Richia parentalis (Grote, 1879)




Richia parentalis is a variably patterned, medium-sized (FW length 16 - 19 mm) gray moth that barely enters the eastern portion of the Pacific Northwest in Montana. The forewing is brown to yellow-brown, tinted gray with a uniform dusting of darker scales that produces a dusty appearance. The median area is variably shaded, similar to the rest of the forewing (as shown), entirely dark gray, or dark only in the cell. In the latter two conditions the dark contrasts with the light filling of the orbicular and reniform spots. The lines are also variable, usually medium brown-gray, but with bold, black accents at the anterior antemedial and postmedial lines in some individuals. The antemedial and postmedial lines are bordered by light yellow-gray on the outside of the median area. The antemedial line is smoothly zig-zag, while the postmedial line is scalloped and gently curved toward the outer margin. A dark median line is present, darkest near the costal margin. The smooth subterminal line is pale like the pale portions of the other lines and is preceded by a thin darker shade. The terminal line is thin, evident between veins. The spots are large but variably evident, usually obsolete except when bordered by dark. The orbicular spot is weakly oval, open toward the costa, and the reniform spot is figure-eight shaped. The hindwing is light gray, darker toward the margin, with a slightly paler fringe. The head and thorax match the forewing ground color; a very weak transverse line is present on the collar. The head lacks a frontal tubercle. The male antenna is weakly biserrate.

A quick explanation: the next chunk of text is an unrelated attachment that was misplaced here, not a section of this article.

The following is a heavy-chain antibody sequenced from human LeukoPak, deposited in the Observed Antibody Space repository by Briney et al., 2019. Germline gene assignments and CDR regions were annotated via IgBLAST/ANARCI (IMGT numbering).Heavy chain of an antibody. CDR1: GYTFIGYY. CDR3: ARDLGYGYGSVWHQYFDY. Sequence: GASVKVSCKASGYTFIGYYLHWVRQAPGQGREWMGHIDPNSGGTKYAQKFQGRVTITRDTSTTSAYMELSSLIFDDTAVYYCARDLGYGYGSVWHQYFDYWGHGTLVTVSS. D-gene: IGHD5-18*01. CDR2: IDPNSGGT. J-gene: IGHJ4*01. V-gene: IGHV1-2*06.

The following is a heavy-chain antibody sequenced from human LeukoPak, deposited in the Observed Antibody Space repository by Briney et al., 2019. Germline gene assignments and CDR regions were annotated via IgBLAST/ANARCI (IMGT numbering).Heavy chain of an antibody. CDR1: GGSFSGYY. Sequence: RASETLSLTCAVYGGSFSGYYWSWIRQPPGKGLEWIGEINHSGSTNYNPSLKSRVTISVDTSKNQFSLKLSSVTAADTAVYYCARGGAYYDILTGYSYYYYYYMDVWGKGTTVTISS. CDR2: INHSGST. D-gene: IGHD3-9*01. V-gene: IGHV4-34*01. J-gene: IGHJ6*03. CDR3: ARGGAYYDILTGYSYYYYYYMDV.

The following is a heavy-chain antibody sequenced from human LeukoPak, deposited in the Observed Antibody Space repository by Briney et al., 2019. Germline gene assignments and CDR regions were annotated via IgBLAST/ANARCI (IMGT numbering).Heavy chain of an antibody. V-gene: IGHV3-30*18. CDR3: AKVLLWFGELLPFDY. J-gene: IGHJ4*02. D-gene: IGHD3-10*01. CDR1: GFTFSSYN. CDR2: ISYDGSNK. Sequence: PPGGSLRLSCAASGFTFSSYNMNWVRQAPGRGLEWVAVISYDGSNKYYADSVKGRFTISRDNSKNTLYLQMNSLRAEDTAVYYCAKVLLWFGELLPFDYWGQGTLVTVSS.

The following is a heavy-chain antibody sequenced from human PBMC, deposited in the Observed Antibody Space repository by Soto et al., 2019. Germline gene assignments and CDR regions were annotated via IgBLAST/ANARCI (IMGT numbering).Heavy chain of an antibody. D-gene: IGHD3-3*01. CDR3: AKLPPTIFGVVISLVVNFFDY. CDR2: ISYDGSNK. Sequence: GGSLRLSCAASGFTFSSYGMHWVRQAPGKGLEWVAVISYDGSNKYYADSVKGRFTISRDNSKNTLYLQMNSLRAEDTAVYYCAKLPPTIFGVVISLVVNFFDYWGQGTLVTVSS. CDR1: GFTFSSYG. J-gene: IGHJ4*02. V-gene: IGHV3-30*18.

This species can be identified by its dusty dull brown-gray color, darker lines, and absence of a dark collar. It is most similar in wing markings to Anicla exuberans, a species with a similar distribution in our area, but this species has a thick black collar that is lacking in R. parentalis. Dull-colored Euxoa species could be mistaken for this species, but have a raised tubercle on the frons that can be seen with magnification, and have kidney-shaped reniform spots rather than figure-eight shaped as in R. parentalis. Heavily marked specimens of R. parentalis with dark median area and black accents on the lines are unlikely to be confused with other species in our area.

Collectors in southern Idaho should be on the lookout for a similar species, Richia chortalis, which tends to be larger with lighter colored hindwings. Other differences between these species are described in Lafontaine (2004).


This species is widely distributed in ponderosa pine forests and quaking aspen forests throughout the Rocky Mountains at middle elevations, and in juniper-pinyon forests or woodlands of the Great Basin.  It barely enters the Pacific Northwest in western Montana.


Pacific Northwest

Richia parentalis has only been found in western Montana in the Pacific Northwest.


This species is common in the Intermountain West where it occurs from east-central California and southern Arizona to north-central Colorado and northern Mexico near the border with eastern New Mexico. Further north it is found from central Nebraska and southwestern North Dakota to western Montana.

Life History


No information is presently available regarding larval foodplants of this species.


The adults are single brooded and fly from mid-July to early September.

Economic Importance




Lafontaine (2004)

Moth Photographers Group